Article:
Sunday, October 27, 2013

It's All the Same Love

Photo Courtesy of @indycouncildems
on Twitter
On Saturday afternoon, friends and family gathered to celebrate the union of City-County Councillor Zach Adamson and Christian Mosburg.

I was one of those folks, and I was privileged to be a part of the wedding party.  As one of the so-called besties, I was in charge of one of Zach and Christian's dogs, a boxer named Zed.  Up until the ceremony, Zed had been more calm than the grooms.  That all changed when he wandered into a room full of 300 people or so.  Thankfully, Karen Celestino Horseman, the other bestie, had the idea to bring the dogs together to calm the younger dog down.  So, I joined her on the other side of the stage, and Zed calmed down once he was with his brother, Ziggy.

Needless to say, I didn't get much of a chance to look around once the service began.  I knew the sanctuary was full, but I was focused on Zach and Christian as well as my job as doggie attendant.

Afterwards, as people filed out and then at the reception later, I was struck by fact that there was nearly a bi-partisan quorum of City-County Councillors there including the President of the Council, Maggie Lewis.  On the front row, Mayor Greg Ballard and his wife, Winnie, sat maybe 10 feet from the stage.  There were also other elected officials of all kinds there.  Statewide, countywide, and township officials were also gathered witnesses.

Beyond these individuals and politicians there were many others, and it was a very diverse group of people.  Hundreds of people of different sexual orientations, gender identities, ethnic and racial backgrounds, and of all ages from baby to senior were there.

I'm sure a good chunk of the assembled mass had never seen a same-sex wedding ceremony before.  It was a very diverse, beautiful, and unique ceremony that included readings from variety of religious leaders and a chant from a Buddhist monk.

As they left, so many people commented to me that the ceremony was one of the most beautiful that they had ever been to or witnessed.  Hundreds of people gathered on a Saturday afternoon to watch a ceremony where a man and a man made a commitment of marriage before God.

Think about that.  In Indianapolis.  The city that can't decide if it wants sweet tea or unsweet tea.  The city that was thought of for years as a conservative stronghold.

Twenty years ago, would you have dreamed that?  I mean, would that have seemed possible?  The REPUBLICAN MAYOR of the City of Indianapolis sat in the front row of a ceremony celebrating a same sex union?

Believe it.  It's 2013, and times have changed.  Yesterday's ceremony was a powerful signal because it's no longer about oppression or repression here.  It's about love, and we were all there because we love Zach and Christian.

Now why can't others get that?  Why is this still an issue?  Why did Zach and Christian have to fly to Washington, D.C. to get married?  Why couldn't they have done everything right here in Indianapolis?  Why?

"There are those who look at things the way they are, and ask why... I dream of things that never were, and ask why not?" --Robert F. Kennedy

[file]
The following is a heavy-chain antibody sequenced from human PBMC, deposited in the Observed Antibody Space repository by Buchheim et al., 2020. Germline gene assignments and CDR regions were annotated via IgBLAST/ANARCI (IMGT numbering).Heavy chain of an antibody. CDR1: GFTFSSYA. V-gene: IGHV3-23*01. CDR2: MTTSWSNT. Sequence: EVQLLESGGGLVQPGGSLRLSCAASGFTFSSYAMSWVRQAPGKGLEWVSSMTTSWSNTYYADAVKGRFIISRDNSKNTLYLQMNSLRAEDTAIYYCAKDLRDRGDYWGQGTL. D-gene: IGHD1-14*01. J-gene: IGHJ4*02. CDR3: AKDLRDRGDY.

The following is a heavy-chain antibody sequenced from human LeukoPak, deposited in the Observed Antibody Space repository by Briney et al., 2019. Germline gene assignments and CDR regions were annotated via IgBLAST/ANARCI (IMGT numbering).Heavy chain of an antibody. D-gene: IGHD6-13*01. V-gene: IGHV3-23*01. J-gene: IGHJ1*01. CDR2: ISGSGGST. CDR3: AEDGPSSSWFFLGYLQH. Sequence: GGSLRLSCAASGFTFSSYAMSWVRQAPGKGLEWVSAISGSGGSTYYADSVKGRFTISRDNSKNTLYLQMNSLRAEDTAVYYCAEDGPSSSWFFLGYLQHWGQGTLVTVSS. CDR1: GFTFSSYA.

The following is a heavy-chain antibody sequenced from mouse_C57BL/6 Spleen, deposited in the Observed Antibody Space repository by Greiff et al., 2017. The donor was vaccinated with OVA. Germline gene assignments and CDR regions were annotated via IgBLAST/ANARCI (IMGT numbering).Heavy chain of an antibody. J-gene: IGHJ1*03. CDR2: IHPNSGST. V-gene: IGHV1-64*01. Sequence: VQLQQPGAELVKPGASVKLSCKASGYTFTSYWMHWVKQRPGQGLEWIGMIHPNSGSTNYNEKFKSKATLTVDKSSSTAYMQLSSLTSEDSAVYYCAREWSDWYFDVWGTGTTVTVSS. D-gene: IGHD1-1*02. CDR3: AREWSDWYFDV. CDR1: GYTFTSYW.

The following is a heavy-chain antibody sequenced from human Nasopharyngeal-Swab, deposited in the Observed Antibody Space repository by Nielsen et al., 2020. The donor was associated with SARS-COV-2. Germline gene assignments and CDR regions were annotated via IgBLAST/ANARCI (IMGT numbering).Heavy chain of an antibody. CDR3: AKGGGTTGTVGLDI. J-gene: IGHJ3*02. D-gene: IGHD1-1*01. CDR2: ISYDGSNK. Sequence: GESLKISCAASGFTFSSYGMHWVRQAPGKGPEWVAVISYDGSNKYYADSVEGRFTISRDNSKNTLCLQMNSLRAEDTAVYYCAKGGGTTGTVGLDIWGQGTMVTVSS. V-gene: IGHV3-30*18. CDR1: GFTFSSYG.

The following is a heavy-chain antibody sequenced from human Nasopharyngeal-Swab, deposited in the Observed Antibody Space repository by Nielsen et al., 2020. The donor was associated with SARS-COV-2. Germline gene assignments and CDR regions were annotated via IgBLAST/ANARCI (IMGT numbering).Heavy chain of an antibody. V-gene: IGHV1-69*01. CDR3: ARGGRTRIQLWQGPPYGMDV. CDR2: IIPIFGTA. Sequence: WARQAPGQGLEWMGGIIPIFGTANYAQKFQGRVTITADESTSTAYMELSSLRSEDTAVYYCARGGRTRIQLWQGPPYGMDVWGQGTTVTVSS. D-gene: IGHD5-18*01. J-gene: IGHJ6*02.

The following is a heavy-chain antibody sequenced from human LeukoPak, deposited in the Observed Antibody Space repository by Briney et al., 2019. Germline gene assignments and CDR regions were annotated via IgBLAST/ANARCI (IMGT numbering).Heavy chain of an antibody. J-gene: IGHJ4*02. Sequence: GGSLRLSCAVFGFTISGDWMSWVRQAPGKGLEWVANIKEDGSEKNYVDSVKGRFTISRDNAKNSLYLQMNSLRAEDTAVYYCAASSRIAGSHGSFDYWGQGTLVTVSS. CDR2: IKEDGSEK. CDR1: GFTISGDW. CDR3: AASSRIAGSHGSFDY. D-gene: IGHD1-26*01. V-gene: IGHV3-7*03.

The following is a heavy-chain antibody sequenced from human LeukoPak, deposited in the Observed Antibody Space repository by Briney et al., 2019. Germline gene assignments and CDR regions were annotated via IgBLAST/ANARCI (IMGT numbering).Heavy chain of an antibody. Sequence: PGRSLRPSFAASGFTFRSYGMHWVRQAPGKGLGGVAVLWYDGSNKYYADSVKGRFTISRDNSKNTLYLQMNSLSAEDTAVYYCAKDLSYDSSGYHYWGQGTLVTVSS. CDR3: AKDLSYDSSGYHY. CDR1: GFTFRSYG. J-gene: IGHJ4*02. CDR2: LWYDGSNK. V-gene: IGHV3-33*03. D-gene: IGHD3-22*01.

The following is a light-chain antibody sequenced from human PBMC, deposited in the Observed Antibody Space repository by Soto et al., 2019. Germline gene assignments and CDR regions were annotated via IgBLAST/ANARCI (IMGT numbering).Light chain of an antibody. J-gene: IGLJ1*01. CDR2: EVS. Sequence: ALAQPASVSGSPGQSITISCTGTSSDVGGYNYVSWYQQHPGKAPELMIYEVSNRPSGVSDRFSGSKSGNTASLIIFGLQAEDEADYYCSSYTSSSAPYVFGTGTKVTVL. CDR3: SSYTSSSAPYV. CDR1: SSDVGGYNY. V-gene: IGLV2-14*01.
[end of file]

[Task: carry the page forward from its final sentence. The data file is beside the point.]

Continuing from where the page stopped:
Yesterday's ceremony was a big step towards asking, "Why not?"

When you reframe the discussion so it's about love and family.  It's hard to ask why anymore.  Why do we keep same sex couples apart because of some fear that the institution of marriage or the family will suffer?  At the heart of the family is love, and it's the same love I saw yesterday.

So, I came home.  I took off my suit and put on my PJ's.  I turned all the lights off, and I sat down on my couch.  I started going through Facebook and Twitter and Instagram messages about the wedding.  The pictures...the messages...the Facebook likes...the Twitter favorites...there was no hate.  Not a hint.  No one cared that Zach and Christian are gay.  They just cared that they are Zach and Christian, and that's the way it should be.

So I finish this on a personal note.

At the reception, I watched two of the best friends I'll ever have dance to Same Love by Macklemore, and it made me really understand the lyrics in a new way.  As they danced, I realized that the love Zach and Christian share is sacred and amazing.  It's personal, and it deserved to be celebrated.  And when the crowd cheered for this verse, it was their love that gave me hope.

"We press play, don't press pause
Progress, march on
With the veil over our eyes
We turn our back on the cause
Till the day that my uncles can be united by law
When kids are walking 'round the hallway plagued by pain in their heart
A world so hateful some would rather die than be who they are
And a certificate on paper isn't gonna solve it all
But it's a damn good place to start
No law is gonna change us
We have to change us
Whatever God you believe in
We come from the same one
Strip away the fear
Underneath it's all the same love
About time that we raised up" --Macklemore and Ryan Lewis
Couldn't have said it better myself.

Thank you for the wonderful honor of sharing your day, Zach and Christian.  Thank you.  Much love.